Lost ballots in Hays County drive calls for change


Hays County elections administrator Jennifer Anderson would like to move on from the Nov. 8 error in which more than 1,800 votes were not tallied, but some county residents still have concerns.

Though that issue was not on the agenda for an elections commission meeting Thursday morning, at least half a dozen people came to speak about it. The elections commission rarely convenes, but Anderson called Thursday’s meeting to discuss possible upgrades to voting equipment and changes to polling place locations.

In February, officials announced that the ballots had not been counted after a data storage device — similar to a flash drive — was misplaced. Officials said only one election would have turned out differently: a series of propositions for the newly created Anthem municipal utility district.

RELATED: Why 1,816 ballots in Hays County went uncounted last November

A Hays County judge had already overturned the results of that election in December, after the only two eligible voters in that barely populated district said the election results didn’t reflect how they voted.

County Judge Bert Cobb reached out to the Texas secretary of state about a month ago for an audit of the county’s election system but has not yet heard back.

The speakers at Thursday’s meeting had different next steps in mind: Some wanted a town hall-style meeting on the issue, others want a switch to paper ballots, and still others want an independent investigation, according to an audio recording of the meeting posted on local activist Lisa Marie Coppoletta’s blog.

Several criticized the county for what they called a lack of transparency.

Coppoletta, who has run for San Marcos City Council several times, told the commission that she will never vote again.

“I have no confidence now in the election system,” said Coppoletta, who wants the district attorney’s office or another authority to investigate. “I’m wondering what the bright line between election fraud and human error is, and that’s the law.”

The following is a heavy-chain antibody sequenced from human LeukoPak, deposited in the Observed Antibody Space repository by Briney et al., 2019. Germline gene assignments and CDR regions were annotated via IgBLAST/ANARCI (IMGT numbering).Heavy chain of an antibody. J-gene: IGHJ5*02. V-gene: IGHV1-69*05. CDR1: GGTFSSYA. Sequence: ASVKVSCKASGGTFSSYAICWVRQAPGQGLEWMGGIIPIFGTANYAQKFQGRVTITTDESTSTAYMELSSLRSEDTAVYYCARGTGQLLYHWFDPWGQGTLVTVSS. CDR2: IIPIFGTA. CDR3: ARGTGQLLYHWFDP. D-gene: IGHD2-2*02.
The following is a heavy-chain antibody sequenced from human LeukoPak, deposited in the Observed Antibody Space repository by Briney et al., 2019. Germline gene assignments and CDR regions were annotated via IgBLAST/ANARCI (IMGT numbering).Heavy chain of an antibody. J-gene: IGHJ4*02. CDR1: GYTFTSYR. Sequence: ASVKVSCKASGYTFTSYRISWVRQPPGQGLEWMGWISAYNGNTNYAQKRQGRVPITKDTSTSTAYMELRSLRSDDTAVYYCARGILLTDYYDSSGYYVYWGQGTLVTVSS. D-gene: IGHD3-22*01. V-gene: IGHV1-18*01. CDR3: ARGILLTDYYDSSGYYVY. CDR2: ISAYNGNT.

OTHER PROBLEMS: Hundreds of mail-in ballots bounce back to voters

Another speaker, Matt Ocker, who has appeared before the Hays County Commissioners Court several times and has been calling for a return to paper ballots, requested a separate meeting during which he could ask questions of elections officials.

“I don’t intend to have a trial,” Ocker said. “I have questions regarding technical aspects of the voting process, but they’re ill-suited for a limited three-minute comment section where clarification and explanation are not possible.”

Despite the comments about the mishandled ballots in November and demands for further investigation, Anderson said she’s not interested in dwelling on the past. Anderson, who took office in January after longtime elections administrator Joyce Cowan retired, said she is working on writing new procedures.

As for paper ballots? Anderson and other county officials have long rejected the idea, saying electronic systems allow for redundancy in storage of voting data. Human errors, they add, can occur regardless of system.

“I realize that some people are going to have a hard time letting go of what happened in November and moving forward, but I can’t go back to that time,” Anderson said. “I can only move forward with a better policy that will minimize the risk of that happening again, and that’s what I’m doing.”

Instead, Anderson said she is taking steps toward buying new voting equipment. The current system is more than 10 years old and maintenance agreements have expired, she said.

She also wants to work toward creating countywide polling places instead of precinct-specific ones. That move will require state approval through a lengthy application process. Several speakers at Thursday’s meeting voiced support for that effort.

An 11-member committee will look into several state-certified vendors before making a recommendation on which elections equipment Hays County should buy. Ultimately the commissioners court will decide.

Depending on how long that takes, the equipment could be ready by next year’s primary, Anderson said.



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